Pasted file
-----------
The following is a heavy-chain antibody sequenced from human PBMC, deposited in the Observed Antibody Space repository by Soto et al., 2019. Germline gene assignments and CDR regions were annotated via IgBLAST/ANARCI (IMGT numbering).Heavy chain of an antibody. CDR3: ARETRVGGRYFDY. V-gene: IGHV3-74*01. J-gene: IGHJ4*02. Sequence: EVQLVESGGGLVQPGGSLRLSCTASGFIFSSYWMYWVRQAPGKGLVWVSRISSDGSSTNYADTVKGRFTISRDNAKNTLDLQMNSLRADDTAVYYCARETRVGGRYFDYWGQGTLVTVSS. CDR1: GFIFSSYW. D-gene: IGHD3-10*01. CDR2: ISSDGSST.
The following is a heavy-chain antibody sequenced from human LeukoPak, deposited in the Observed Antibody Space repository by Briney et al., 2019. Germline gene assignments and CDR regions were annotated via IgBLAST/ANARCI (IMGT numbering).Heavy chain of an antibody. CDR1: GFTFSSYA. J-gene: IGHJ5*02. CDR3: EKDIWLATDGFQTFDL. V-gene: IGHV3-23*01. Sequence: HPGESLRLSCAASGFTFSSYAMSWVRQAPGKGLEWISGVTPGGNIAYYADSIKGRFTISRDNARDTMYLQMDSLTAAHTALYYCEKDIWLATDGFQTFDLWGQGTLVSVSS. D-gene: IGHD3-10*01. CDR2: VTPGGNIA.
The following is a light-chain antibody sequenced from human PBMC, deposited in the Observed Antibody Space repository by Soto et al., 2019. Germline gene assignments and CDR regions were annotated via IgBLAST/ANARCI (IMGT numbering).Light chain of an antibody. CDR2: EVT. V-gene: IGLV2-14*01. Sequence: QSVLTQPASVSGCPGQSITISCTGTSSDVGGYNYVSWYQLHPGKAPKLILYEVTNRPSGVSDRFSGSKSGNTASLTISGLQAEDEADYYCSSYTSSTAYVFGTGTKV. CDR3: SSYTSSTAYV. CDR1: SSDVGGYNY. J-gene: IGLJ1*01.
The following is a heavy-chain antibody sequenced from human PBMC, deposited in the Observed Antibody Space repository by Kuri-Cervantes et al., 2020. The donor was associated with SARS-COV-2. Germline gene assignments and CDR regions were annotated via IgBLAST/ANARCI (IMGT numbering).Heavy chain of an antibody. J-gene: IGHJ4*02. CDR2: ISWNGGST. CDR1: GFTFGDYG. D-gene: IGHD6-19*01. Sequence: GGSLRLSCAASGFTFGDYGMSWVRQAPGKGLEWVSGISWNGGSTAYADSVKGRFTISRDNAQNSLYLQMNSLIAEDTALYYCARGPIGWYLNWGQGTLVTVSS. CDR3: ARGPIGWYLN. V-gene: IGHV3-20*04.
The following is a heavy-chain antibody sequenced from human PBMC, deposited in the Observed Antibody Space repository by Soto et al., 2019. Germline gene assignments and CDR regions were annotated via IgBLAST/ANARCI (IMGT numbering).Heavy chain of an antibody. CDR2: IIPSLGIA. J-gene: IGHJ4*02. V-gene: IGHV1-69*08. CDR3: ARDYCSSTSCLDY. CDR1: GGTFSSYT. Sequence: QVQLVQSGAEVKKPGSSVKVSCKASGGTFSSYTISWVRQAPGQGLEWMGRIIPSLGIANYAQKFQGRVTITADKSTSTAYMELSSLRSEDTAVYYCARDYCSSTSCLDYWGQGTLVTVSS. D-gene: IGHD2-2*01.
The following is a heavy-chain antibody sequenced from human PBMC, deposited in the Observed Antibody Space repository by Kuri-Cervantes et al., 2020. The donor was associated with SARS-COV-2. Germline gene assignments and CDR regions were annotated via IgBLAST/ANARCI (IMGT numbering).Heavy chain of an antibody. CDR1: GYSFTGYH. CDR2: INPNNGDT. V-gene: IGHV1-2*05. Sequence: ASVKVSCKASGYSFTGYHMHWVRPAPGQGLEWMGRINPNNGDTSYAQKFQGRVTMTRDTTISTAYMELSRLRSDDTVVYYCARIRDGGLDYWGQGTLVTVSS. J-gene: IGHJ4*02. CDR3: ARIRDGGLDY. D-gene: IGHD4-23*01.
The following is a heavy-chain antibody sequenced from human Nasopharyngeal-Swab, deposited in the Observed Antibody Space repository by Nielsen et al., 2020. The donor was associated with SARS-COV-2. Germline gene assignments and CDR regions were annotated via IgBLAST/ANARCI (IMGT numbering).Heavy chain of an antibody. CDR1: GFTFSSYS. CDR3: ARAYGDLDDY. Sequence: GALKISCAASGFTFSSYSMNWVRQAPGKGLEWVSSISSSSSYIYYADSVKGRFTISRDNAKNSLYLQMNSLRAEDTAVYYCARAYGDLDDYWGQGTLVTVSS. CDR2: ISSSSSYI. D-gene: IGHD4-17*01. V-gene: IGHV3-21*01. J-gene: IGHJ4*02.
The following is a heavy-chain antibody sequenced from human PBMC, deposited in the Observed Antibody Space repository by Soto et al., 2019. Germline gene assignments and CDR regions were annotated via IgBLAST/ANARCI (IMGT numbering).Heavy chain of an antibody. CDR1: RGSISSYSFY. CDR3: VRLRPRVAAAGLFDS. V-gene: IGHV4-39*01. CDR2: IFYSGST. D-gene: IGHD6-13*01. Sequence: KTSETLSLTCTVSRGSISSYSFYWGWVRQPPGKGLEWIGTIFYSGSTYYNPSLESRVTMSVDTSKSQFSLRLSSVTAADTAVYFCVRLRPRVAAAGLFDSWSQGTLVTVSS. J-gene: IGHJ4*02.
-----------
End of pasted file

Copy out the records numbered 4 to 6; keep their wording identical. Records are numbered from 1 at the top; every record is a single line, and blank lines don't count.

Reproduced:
The following is a heavy-chain antibody sequenced from human PBMC, deposited in the Observed Antibody Space repository by Kuri-Cervantes et al., 2020. The donor was associated with SARS-COV-2. Germline gene assignments and CDR regions were annotated via IgBLAST/ANARCI (IMGT numbering).Heavy chain of an antibody. J-gene: IGHJ4*02. CDR2: ISWNGGST. CDR1: GFTFGDYG. D-gene: IGHD6-19*01. Sequence: GGSLRLSCAASGFTFGDYGMSWVRQAPGKGLEWVSGISWNGGSTAYADSVKGRFTISRDNAQNSLYLQMNSLIAEDTALYYCARGPIGWYLNWGQGTLVTVSS. CDR3: ARGPIGWYLN. V-gene: IGHV3-20*04.
The following is a heavy-chain antibody sequenced from human PBMC, deposited in the Observed Antibody Space repository by Soto et al., 2019. Germline gene assignments and CDR regions were annotated via IgBLAST/ANARCI (IMGT numbering).Heavy chain of an antibody. CDR2: IIPSLGIA. J-gene: IGHJ4*02. V-gene: IGHV1-69*08. CDR3: ARDYCSSTSCLDY. CDR1: GGTFSSYT. Sequence: QVQLVQSGAEVKKPGSSVKVSCKASGGTFSSYTISWVRQAPGQGLEWMGRIIPSLGIANYAQKFQGRVTITADKSTSTAYMELSSLRSEDTAVYYCARDYCSSTSCLDYWGQGTLVTVSS. D-gene: IGHD2-2*01.
The following is a heavy-chain antibody sequenced from human PBMC, deposited in the Observed Antibody Space repository by Kuri-Cervantes et al., 2020. The donor was associated with SARS-COV-2. Germline gene assignments and CDR regions were annotated via IgBLAST/ANARCI (IMGT numbering).Heavy chain of an antibody. CDR1: GYSFTGYH. CDR2: INPNNGDT. V-gene: IGHV1-2*05. Sequence: ASVKVSCKASGYSFTGYHMHWVRPAPGQGLEWMGRINPNNGDTSYAQKFQGRVTMTRDTTISTAYMELSRLRSDDTVVYYCARIRDGGLDYWGQGTLVTVSS. J-gene: IGHJ4*02. CDR3: ARIRDGGLDY. D-gene: IGHD4-23*01.